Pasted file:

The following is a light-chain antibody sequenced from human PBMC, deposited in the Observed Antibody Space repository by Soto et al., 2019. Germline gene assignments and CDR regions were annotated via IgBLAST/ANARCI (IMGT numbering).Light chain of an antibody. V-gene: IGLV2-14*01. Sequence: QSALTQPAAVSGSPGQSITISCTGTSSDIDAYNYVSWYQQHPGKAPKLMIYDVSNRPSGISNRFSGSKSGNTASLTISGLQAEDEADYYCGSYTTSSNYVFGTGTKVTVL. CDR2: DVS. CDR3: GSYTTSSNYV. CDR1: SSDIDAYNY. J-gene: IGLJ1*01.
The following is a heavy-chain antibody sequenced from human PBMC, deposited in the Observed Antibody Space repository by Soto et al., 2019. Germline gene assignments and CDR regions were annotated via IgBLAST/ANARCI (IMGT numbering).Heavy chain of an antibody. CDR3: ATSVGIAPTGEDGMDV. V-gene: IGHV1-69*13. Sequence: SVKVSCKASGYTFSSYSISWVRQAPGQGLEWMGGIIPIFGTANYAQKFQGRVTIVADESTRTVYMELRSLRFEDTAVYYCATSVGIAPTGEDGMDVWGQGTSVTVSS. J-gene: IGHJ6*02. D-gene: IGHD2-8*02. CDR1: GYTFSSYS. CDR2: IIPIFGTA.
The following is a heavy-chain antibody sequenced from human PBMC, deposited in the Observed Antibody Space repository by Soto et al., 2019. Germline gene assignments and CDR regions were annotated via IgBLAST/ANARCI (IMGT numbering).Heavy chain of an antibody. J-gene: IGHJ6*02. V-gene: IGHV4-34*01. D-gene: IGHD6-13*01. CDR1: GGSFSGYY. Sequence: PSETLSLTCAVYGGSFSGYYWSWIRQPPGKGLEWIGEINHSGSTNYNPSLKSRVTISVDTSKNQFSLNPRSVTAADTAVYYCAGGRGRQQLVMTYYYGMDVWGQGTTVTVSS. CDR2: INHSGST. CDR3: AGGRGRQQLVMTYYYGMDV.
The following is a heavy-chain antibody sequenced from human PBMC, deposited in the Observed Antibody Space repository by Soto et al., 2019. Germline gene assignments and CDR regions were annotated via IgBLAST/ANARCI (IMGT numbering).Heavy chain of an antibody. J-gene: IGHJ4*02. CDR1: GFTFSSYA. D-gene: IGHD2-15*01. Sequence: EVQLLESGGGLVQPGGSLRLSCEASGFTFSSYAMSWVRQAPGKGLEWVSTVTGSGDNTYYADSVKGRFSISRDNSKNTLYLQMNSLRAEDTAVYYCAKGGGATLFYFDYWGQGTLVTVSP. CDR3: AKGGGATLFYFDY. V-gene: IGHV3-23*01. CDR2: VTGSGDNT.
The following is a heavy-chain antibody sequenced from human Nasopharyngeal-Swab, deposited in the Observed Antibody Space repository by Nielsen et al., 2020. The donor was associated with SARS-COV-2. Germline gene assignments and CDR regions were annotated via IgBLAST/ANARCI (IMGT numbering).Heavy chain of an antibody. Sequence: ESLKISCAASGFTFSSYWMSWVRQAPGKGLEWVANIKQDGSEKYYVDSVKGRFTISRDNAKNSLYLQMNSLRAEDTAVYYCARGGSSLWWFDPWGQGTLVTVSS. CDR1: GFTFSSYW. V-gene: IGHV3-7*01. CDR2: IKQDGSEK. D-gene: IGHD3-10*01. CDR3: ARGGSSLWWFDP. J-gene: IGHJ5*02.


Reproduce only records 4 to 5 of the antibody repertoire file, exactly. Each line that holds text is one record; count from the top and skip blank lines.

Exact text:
The following is a heavy-chain antibody sequenced from human PBMC, deposited in the Observed Antibody Space repository by Soto et al., 2019. Germline gene assignments and CDR regions were annotated via IgBLAST/ANARCI (IMGT numbering).Heavy chain of an antibody. J-gene: IGHJ4*02. CDR1: GFTFSSYA. D-gene: IGHD2-15*01. Sequence: EVQLLESGGGLVQPGGSLRLSCEASGFTFSSYAMSWVRQAPGKGLEWVSTVTGSGDNTYYADSVKGRFSISRDNSKNTLYLQMNSLRAEDTAVYYCAKGGGATLFYFDYWGQGTLVTVSP. CDR3: AKGGGATLFYFDY. V-gene: IGHV3-23*01. CDR2: VTGSGDNT.
The following is a heavy-chain antibody sequenced from human Nasopharyngeal-Swab, deposited in the Observed Antibody Space repository by Nielsen et al., 2020. The donor was associated with SARS-COV-2. Germline gene assignments and CDR regions were annotated via IgBLAST/ANARCI (IMGT numbering).Heavy chain of an antibody. Sequence: ESLKISCAASGFTFSSYWMSWVRQAPGKGLEWVANIKQDGSEKYYVDSVKGRFTISRDNAKNSLYLQMNSLRAEDTAVYYCARGGSSLWWFDPWGQGTLVTVSS. CDR1: GFTFSSYW. V-gene: IGHV3-7*01. CDR2: IKQDGSEK. D-gene: IGHD3-10*01. CDR3: ARGGSSLWWFDP. J-gene: IGHJ5*02.